Nav: Home

Five-minute chats in the waiting room may prompt families to eat more fruits and vegetables

January 18, 2017

ANN ARBOR, Mich. - Low-income families were more likely to use their federal food assistance on nutritious food after learning that their dollars can be doubled for more fruits and vegetables, a new study finds.

To educate eligible participants, a University of Michigan-led team conducted five-minute conversations in the waiting room of a health clinic. They explained a program called Double Up Food Bucks that matches food assistance dollars spent on fruits and vegetables.

This brief interaction prompted increased fruit and vegetable consumption and led to an almost four-fold increase in program use among families, according to the findings published in the American Journal of Preventive Medicine.

"Diet-related disease is disproportionately concentrated in low income communities where fruit and vegetable consumption is far below guidelines. Unfortunately, healthy food is often more expensive than calorie-rich, nutrient-poor junk food," says lead author Alicia Cohen, M.D., M.Sc., clinical lecturer in the U-M Department of Family Medicine and research fellow at the VA Ann Arbor Healthcare System.

"Dozens of states now have incentives to encourage healthy eating, but many eligible families do not take advantage of these programs," she says. "We found that lack of awareness was a major reason for underuse. We heard over and over again, 'If I had known about this program before, I would have used it a long time ago.'"

The study was based on surveys from 177 participants enrolled in the federal Supplemental Nutrition Assistance Program (or SNAP, formerly the Food Stamp Program) who were approached in a waiting room of a clinic in a low income, diverse area of southeast Michigan.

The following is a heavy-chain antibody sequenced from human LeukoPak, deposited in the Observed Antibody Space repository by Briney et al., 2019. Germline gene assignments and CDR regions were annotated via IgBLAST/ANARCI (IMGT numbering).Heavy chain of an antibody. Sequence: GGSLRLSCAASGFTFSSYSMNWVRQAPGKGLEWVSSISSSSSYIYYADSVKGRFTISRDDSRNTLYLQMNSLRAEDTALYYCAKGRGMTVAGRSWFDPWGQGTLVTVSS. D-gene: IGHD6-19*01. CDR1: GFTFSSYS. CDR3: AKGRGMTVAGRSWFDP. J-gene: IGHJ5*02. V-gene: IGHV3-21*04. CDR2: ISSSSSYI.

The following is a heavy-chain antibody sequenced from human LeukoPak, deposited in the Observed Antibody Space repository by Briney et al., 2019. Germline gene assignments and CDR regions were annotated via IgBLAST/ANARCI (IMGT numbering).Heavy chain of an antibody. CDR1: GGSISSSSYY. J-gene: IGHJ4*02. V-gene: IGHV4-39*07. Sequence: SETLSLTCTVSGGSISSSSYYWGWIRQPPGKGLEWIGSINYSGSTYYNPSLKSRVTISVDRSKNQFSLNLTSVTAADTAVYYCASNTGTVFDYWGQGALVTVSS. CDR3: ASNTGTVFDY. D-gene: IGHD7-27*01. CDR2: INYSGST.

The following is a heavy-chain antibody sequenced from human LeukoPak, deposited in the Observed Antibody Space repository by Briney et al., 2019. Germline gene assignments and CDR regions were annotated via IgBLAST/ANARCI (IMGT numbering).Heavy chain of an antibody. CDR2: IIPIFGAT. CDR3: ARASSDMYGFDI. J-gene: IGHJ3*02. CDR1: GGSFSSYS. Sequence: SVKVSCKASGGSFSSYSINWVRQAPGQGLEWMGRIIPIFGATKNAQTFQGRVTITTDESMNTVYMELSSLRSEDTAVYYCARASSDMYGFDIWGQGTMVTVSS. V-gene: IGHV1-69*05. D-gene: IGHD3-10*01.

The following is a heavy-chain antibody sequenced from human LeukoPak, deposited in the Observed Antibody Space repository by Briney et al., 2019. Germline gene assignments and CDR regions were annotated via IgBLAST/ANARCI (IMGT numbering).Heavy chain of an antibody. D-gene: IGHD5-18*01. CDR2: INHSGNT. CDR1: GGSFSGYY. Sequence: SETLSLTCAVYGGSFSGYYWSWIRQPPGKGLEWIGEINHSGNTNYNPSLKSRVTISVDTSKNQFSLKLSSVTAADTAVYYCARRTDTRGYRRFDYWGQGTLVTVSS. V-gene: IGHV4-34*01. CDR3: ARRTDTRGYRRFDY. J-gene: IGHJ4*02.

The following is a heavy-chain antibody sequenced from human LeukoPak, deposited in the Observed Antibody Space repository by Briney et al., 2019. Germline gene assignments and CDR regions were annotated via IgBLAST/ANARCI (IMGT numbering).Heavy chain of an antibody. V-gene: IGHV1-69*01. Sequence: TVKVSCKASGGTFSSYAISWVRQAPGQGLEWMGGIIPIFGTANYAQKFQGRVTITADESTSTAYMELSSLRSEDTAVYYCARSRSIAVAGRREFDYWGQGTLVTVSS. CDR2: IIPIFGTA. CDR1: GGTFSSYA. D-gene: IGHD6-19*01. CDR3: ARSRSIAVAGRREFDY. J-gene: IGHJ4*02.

While waiting for appointments, study participants received a brief explanation of a statewide incentive program called Double Up Food Bucks, which increases low-income shoppers' purchasing power for fruits and vegetables while supporting local growers.

Double Up, run by national nonprofit Fair Food Network, is now available at more than 200 farmers markets, grocery stores, and other retail outlets across Michigan. Up to $20 in SNAP funds spent per market visit are matched with free Double Up Food Bucks that can be used to purchase fresh, locally grown fruits and vegetables.

Participants also received handouts, a map highlighting participating market locations and hours, and an extra $10 voucher for their first market visit.

Three months after the brief waiting room intervention, there was a nearly four-fold increase in Double Up program use among study participants. Before the study, 57 percent of participants reported shopping at a farmers market within the last year, however only 18 percent had used Double Up. By the end of the season, 69 percent of participants reported using Double Up at least once, and 34 percent had used it three or more times.

Fruit and vegetable consumption increased among study participants by almost two-thirds of a serving per day - with the greatest increases among those who used Double Up the most.

Cohen notes that diet-related disease, including type 2 diabetes, heart disease, hypertension and obesity, is among the leading causes of death in the U.S. SNAP produce incentives have garnered bipartisan support as a practical way to improve the health impact of the SNAP program. Today, such incentive programs are available in at least 40 states.

"Patients are often pressed to make difficult financial decisions, and fruits and vegetables aren't always easy to afford," Cohen says. "Clinicians can be reluctant to screen for social issues they feel unable to address. But there are so many public and private efforts that can help address needs outside the four walls of the clinic."

"Our work suggests providing information about healthy food incentives at the doctor's office is a low cost, easily implemented intervention that may lead to healthier diets among communities at the highest risk of diet-related disease."
-end-


University of Michigan Health System

Related Vegetables Articles:

Sensitivity to bitter tastes may be why some people eat fewer vegetables